The Organist grandstands in the news
Each of us walks the world in camouflage. Each of us can be a mystery to ourselves, never mind other people. I’m sure I baffled my father just as he baffled me. He died more than two decades ago, and as the natural, necessary process of forgetting takes hold, any picture I draw of him becomes an exercise in self–portraiture. There are some things I can’t forget. But there’s much I struggle to remember. The work compels me to blend my own features with his. – from The Organist: Fugues, Fatherhood, and a Fragile Mind, by Mark Abley (read a full excerpt in The Walrus)
Fearless and moving, Mark Abley’s The Organist: Fugues, Fatherhood, and a Fragile Mind captures the author’s complex relationship with his father, a British emigrant and brilliant musician, who also suffered from depression.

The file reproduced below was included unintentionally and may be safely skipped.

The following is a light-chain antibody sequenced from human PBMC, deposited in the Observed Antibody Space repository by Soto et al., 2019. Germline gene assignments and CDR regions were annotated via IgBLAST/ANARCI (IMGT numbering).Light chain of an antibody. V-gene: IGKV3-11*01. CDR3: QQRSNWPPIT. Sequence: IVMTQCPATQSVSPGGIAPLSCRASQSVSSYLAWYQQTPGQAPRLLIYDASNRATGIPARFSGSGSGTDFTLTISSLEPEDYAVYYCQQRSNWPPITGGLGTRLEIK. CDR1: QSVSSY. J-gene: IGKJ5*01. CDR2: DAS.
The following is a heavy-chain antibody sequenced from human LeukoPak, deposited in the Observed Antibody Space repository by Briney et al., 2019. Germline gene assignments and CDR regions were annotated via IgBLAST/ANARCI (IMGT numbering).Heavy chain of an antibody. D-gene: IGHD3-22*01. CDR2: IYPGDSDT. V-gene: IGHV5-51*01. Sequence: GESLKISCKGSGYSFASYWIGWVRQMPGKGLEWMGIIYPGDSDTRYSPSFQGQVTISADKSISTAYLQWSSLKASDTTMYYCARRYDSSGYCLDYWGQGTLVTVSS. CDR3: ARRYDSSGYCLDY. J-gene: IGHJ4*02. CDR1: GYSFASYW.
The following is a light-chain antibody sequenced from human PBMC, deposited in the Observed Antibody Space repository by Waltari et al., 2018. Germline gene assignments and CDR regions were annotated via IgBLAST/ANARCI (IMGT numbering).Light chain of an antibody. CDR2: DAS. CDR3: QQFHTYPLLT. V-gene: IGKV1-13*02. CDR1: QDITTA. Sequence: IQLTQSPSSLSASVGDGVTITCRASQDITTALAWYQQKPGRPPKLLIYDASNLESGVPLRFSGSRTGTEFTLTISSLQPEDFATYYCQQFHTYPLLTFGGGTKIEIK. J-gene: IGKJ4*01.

Questioning the veracity and completeness of his own memories, Abley hits a deeper note. As writer David Mcfarlane puts it, “[Abley] ventures bravely into territory that is, for almost everyone, mysterious: what our parents were like before we, their children, became (so we like to imagine) central to their lives. What this compelling book makes clear is that what we don’t know about them is often what we don’t know about ourselves.”
In the news this week:
An excerpt in The Walrus is a Longreads Editor's Pick!
“A memoir that probes the intimate relationship between depression and the arts.” The Globe and Mail
“The Organist’s intimate scale and unstinting, probing honesty give it what should prove to be…lasting appeal.” Maclean’s
“[A] remarkably transparent record of a writer’s lifelong efforts to understand and love his male parent.” Literary Review of Canada
“A very beautifully written and deeply moving book.” Shauna Powers, CBC Sask
To hear some sound clips of Harry Abley at the organ, visit Mark Abley’s author page.